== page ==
James Hofer lives in St. Louis, Missouri with his amazing wife that he still can't believe he tricked into marrying him, three wonderful children who regularly argue about who the favorite is, and their various pets. He is a graduate of the University of Missouri, Columbia with a BS in Electrical Engineering and an MS in Food Engineering. James has very nearly been to lots of wonderful and exciting places, including Australia, Japan, China, Russia, Germany, France, the United Kingdom, and the Middle East, but for one reason or another never seems to leave North America. James has written a number of technical documents that no one should ever be forced to read as well as countless blog posts that no one ever has. Duck Blood Soup is his first attempt to write something that relatively normal people may enjoy consuming.

Frank Hofer lives in Silicon Valley with his wonderful wife, three dogs, and three cats. He used his BS in Computer Science to land a job flying over a dozen one-of-a-kind science satellites. Career highlights over the past ten years include a failed attempt to get the call sign “Gilligan” assigned to his ops team for the joint U.S./Soviet satellite mission known as “Skipper”, and labeling spacecraft anomaly data “The Big Battery Bake-off”, which oddly enough was not well received. Despite his antics, Frank he has managed to survive in an industry known for volatile staffing levels. His current job is testing spacecraft flight software.  Frank is considered an amateur Iron Chef and enjoys trying new cuisine. He spends his vacations visiting National Parks and lately has taken an interest in archaeological sites in the American southwest, especially those with Native American petroglyphs.

Sunday, January 13, 2013


The lucky person who commented on the All This Could Be Yours post, thus winning herself ALL THREE paperbacks in the Witches of Galdorheim Series, selected through the roll of the dice. Drumroll please.


But I'm nothing if not generous, so the other folks who left a comment and would like a free ebook of your choice, let me know what you want, what format, and where I can send it. I'll try to contact you all, but if I can't and you see this post, please contact me at mgdasef(at)gmail(dot)com.

The ebook winners are:

Shane Clark Harris
Tura Lura Wilcox
J.R. Murdock

Saturday, January 12, 2013

Absolutely Last Day of Paperback Sale

If you haven't taken the opportunity to buy the paperback editions of Bad Spelling, Midnight Oil, and Scotch Broom for only $5.99 each, then you'll be fresh outta luck as soon as I change the price to $7.99 each at 5PM PST. There'll be a little lag time until the new price is applied at Amazon, but not much.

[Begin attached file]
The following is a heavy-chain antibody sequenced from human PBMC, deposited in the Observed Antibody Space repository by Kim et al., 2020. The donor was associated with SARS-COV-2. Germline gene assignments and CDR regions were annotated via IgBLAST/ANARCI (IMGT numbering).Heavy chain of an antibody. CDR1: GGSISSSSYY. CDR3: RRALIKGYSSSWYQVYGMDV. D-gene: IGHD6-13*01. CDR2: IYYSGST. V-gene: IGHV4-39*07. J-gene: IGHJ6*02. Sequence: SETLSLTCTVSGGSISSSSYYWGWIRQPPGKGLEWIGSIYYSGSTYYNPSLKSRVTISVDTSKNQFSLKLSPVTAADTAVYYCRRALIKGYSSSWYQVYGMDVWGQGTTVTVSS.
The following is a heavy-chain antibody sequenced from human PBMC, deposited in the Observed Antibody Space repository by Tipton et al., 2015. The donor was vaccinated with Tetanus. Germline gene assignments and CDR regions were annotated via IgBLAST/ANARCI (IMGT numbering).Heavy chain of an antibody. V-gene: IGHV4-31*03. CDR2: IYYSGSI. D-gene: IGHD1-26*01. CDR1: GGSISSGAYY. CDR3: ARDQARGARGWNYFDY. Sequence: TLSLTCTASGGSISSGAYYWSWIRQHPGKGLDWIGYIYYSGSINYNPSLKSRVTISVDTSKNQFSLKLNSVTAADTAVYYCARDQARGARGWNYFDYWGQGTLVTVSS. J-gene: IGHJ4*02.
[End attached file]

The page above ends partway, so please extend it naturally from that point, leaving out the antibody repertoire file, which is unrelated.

I'm saddened that nobody took me up on this offer. I see these books as keepsakes since they're paperbacks and can be shelved for years, given away LEGALLY, or even used to start a fire. Should I even bother with the links? Nah, if you want to buy a copy you know where to find them on Amazon.

P.S. I've sold 30 paperback so far this month of "Tales of a Texas Boy." That's in addition to the 343 copies sold in November and December. That's a lot of people who think one of my books is worth $8.99. Who knows what people will buy and why. I've given up trying to guess.

Thursday, January 10, 2013

What's in Your Wall...Fantasy Book?

When I explain what my series starring Katrina the teen witch is about, I usually end up facing a person with a puzzled look and slight smile. This means they haven't a clue what I'm talking about. Now, if they actually read the books, it's not all that hard to figure out. I don't even use (too many) strange names, and the setting is right here on good ol' contemporary earth.

Maybe simple lists of characteristics would be easier to understand. Since the series is a continuing story, I'll toss in things from all three books. Randomly, without explanation.

Settings: An island in the middle of the Barents Sea, Siberia, a Finnish Forest, the marshlands of northern Scotland, Otherwhere, the lost island of Ultima Thule, the Hall of the Mountain King.

Characters and Things: A group of witches, a bunny named Teddy, a sorceress, a polar bear, orcas, trolls, vampires (two varieties), werewolves, Siberian tribesmen, elemental spirits, an evil Shaman, a shipwrecked man who'd been disemvowelled, mutants, skrats, the darts champion of Scotland, a has-been goddess, a unicorn, a stag, a hound (green), a black giant, a cat fairy, a sentient ultralight, various flying brooms, a Vespa scooter, snowmobiles, and two kinds of railroad.